Note: When finding when the rock hit the ground, the answer is your positive x - intercept.


The answer for this problem is below!

Big image
~ And that's all you need to know for Factored Form for Parabolas!~


__________________________________________________________________________________________________________________________________________________________________________________________

Standard Form!!!

Learning Goals for Standard Form

1. I am able to convert a standard form equation into a vertex form equation by completing the square

2. I am able to use the quadratic formula in order to find the parabolas x- intercepts

3. I am able to find how many solutions an equation has by finding its discriminant

Summary of Unit

The equation for standard form is:

ax^2 + bx + c

  • a determines whether the parabola is facing upwards or if it is facing downwards. If a is negative it will be facing downwards and if it is positive it will be facing upwards. It also determines whether it is stretched or compressed.
  • c represents the y - intercept of the parabola.
  • In this unit, we have learned how to convert a standard form equation into a vertex form equation by completing the square, which we will be taking up later on. We also learn that quadratic formula is used to find the x- intercepts of the parabola. We will also learn about discriminant and how we are able to figure out how many solutions there are. If the discriminant is more than 0, there will be 2 solutions. If it is 0 there will be 1 solution and if it is less than 0 there are no solutions.
  • When we are graphing, we must graph the x- intercepts, y-intercepts and graph the equation's vertex
  • We use all of this information to complete word problems.

Completing the Square: ax^2 + bx + c ---> a(x- h)^2 + k

We use this technique in order to convert an equation from standard form to vertex form. How to do this? We make a perfect square when it is not given:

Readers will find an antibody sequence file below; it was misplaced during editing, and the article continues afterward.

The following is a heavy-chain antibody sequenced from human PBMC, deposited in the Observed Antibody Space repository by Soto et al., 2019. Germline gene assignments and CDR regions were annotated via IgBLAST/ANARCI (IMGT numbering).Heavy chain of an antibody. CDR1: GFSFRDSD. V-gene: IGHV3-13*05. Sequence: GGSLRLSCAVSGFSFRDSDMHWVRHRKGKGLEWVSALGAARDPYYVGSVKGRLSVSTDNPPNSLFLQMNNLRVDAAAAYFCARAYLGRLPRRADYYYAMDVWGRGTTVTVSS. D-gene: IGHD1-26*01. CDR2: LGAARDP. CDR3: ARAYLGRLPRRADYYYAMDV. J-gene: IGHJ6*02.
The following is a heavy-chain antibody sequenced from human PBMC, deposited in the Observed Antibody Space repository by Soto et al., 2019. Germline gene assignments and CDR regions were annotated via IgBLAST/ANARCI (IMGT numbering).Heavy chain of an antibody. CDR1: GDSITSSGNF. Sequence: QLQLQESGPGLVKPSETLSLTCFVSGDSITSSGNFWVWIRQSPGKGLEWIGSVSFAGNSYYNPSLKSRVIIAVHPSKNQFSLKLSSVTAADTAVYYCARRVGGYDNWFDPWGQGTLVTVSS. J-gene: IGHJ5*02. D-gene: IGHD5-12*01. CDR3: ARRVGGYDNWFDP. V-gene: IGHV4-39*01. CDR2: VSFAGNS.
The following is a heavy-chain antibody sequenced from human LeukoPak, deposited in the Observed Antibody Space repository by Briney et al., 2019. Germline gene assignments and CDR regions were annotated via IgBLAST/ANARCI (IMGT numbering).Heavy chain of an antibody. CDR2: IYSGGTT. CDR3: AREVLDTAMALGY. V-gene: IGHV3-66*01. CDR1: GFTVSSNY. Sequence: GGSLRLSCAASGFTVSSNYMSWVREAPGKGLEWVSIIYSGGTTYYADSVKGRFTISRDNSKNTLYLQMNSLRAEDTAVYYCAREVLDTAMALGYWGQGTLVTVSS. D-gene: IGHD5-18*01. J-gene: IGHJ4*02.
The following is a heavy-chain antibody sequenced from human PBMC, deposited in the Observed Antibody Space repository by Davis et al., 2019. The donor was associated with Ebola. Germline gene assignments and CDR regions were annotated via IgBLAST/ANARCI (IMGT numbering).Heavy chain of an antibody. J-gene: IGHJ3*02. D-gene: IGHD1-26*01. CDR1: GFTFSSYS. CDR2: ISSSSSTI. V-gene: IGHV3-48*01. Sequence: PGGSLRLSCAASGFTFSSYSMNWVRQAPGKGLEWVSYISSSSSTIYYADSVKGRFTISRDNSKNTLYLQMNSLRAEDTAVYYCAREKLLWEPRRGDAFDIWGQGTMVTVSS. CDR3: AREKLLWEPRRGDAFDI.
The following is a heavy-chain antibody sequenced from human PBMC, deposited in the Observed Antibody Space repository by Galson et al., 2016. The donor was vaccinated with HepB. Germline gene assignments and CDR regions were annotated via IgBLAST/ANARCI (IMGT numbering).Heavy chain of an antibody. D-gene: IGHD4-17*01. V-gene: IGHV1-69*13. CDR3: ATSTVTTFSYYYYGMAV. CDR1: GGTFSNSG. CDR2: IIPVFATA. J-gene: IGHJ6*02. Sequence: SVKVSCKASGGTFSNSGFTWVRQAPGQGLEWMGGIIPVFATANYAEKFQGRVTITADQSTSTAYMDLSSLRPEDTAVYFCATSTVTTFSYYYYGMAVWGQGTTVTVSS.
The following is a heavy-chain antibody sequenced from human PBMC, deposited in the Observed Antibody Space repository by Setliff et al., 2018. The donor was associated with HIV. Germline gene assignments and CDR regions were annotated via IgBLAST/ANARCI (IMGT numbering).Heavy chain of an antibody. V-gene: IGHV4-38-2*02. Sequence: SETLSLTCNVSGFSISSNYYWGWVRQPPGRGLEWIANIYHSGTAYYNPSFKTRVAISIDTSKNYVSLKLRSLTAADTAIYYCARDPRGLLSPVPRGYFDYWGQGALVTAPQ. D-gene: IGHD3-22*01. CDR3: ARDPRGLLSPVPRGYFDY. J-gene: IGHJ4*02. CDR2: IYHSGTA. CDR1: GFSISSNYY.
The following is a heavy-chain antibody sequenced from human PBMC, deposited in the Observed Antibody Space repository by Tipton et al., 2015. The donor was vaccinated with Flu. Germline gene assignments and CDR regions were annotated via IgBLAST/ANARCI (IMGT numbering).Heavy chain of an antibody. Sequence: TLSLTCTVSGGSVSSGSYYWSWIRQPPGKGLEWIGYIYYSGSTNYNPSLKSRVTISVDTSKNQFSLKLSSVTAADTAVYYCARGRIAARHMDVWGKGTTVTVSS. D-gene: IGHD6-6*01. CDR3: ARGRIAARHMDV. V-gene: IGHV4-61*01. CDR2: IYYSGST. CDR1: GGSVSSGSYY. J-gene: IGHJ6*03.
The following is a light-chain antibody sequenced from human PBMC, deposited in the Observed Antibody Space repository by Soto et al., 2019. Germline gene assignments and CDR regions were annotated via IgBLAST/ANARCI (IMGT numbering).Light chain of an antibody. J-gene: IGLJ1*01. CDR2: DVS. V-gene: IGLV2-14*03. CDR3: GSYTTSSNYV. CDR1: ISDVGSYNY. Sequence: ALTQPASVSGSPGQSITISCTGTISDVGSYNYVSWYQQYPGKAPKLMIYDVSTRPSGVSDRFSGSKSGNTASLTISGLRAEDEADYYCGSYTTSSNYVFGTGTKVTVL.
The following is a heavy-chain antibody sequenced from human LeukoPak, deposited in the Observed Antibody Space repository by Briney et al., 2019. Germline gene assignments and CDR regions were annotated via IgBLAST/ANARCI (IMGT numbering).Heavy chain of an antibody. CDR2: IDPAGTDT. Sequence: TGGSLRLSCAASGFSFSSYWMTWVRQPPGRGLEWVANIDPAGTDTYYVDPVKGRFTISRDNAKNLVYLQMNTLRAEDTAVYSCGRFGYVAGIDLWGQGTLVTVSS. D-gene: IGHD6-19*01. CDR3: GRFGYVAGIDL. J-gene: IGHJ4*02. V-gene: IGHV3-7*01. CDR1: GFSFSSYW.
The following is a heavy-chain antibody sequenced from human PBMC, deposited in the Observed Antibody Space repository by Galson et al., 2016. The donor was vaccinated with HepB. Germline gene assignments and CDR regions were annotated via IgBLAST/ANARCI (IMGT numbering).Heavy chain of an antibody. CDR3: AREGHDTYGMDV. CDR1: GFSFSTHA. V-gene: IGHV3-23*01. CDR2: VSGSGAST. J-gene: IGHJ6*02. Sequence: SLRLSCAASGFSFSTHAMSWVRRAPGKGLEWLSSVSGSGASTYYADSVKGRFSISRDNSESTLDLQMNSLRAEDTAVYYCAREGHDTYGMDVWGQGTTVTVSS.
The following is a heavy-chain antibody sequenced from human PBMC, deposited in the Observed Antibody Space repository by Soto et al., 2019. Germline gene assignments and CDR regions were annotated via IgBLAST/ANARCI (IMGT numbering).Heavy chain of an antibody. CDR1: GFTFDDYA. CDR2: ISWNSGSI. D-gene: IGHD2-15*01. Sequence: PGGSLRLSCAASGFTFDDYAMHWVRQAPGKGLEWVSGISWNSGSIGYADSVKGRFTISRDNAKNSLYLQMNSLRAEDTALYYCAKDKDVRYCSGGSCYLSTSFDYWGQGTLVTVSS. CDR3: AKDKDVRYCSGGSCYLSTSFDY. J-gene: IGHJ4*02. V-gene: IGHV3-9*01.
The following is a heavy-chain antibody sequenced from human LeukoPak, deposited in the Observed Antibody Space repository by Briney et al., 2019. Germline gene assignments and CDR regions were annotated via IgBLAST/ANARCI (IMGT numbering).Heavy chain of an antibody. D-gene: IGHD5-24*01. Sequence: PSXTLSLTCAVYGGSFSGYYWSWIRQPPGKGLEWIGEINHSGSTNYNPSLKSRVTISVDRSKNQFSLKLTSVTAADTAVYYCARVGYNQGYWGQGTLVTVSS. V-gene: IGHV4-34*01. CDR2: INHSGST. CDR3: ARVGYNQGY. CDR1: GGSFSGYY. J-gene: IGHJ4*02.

1. Bracket your a and b value, leaving your c value outside of it. We will apply everything to just a and b.

2. Divide your b value by two.

3. Square your b value. The square number is now your c value. Now we must also subtract this number.

4. Now take out the subtracted number outside of the bracket

5. Add/ Subtract the numbers outside of the bracket

6. Now turn your equation into a perfect square!

(x^2 + 12x) – 5

(x^2 + 12x / 2)- 5

(x^2 + 6x) - 5

6 = 36

(x + 12x + 36 - 36) - 5

(x + 12x + 36) - 36 - 5

(x + 12x + 36) -41

y= (x + 6)^2 -41

When "a" is more than 1

  • Bracket the 'a' and 'b' value as you would normally
  • Divide 'a' by the bracket values and take it out of the bracket
  • Complete the square as you normally would
  • When you bring the squared negative number outside of the bracket, multiply 'a' with it
  • Turn your equation into a perfect square

The Quadratic Formula

The quadratic formula is used to determine the parabolas x- intercepts. The quadratic formula is: x = [ -b ± √ ( b^2 - 4ac) ] ÷ 2a

Steps:

1. The standard form equation ax^2 + bx + c determines the values of a, b and c in our quadratic formula. This means that you must plug in these values to the quadratic formula and solve using bedmas.

2. As you can see, in the quadratic formula there is a + sign on top of a - sign. After square rooting the number, you must branch the the + and - off seperately.

3. Doing this will help you find your x-intercepts/ zeroes

Here is a video below on the quadratic formula!
Example 1: Using the quadratic formula | Quadratic equations | Algebra I | Khan Academy

Quadratic Formula - Discriminant

The discriminant is in our quadratic formula. It is "b2 - 4ac". The discriminant tells us how many real solutions there will be to an equation!


  • If (b^2- 4ac) is more than 0, there will be two real solutions
  • If (b^2- 4ac) is equal to 0, there will be one real solution
  • If (b^2 - 4ac) is less than 0, there will be no real solution


Examples:

Word Problems

Something to remember: